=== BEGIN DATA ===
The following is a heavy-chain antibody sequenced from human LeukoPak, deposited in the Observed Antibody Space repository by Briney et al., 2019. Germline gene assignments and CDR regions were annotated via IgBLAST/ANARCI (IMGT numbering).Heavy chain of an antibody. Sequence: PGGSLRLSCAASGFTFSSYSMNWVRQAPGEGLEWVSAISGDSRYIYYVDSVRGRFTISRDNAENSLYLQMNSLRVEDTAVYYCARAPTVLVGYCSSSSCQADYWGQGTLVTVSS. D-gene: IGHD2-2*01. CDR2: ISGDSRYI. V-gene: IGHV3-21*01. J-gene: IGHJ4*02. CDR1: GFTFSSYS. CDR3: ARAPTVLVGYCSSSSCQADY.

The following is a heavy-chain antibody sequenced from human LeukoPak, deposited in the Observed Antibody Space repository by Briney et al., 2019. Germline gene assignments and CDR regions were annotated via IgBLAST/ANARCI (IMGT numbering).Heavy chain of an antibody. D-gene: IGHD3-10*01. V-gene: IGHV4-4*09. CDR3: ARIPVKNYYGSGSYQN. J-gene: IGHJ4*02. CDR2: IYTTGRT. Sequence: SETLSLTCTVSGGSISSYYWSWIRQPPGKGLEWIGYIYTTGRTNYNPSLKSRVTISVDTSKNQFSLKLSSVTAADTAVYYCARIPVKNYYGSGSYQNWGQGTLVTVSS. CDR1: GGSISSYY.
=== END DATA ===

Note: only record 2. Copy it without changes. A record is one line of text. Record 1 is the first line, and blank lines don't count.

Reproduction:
The following is a heavy-chain antibody sequenced from human LeukoPak, deposited in the Observed Antibody Space repository by Briney et al., 2019. Germline gene assignments and CDR regions were annotated via IgBLAST/ANARCI (IMGT numbering).Heavy chain of an antibody. D-gene: IGHD3-10*01. V-gene: IGHV4-4*09. CDR3: ARIPVKNYYGSGSYQN. J-gene: IGHJ4*02. CDR2: IYTTGRT. Sequence: SETLSLTCTVSGGSISSYYWSWIRQPPGKGLEWIGYIYTTGRTNYNPSLKSRVTISVDTSKNQFSLKLSSVTAADTAVYYCARIPVKNYYGSGSYQNWGQGTLVTVSS. CDR1: GGSISSYY.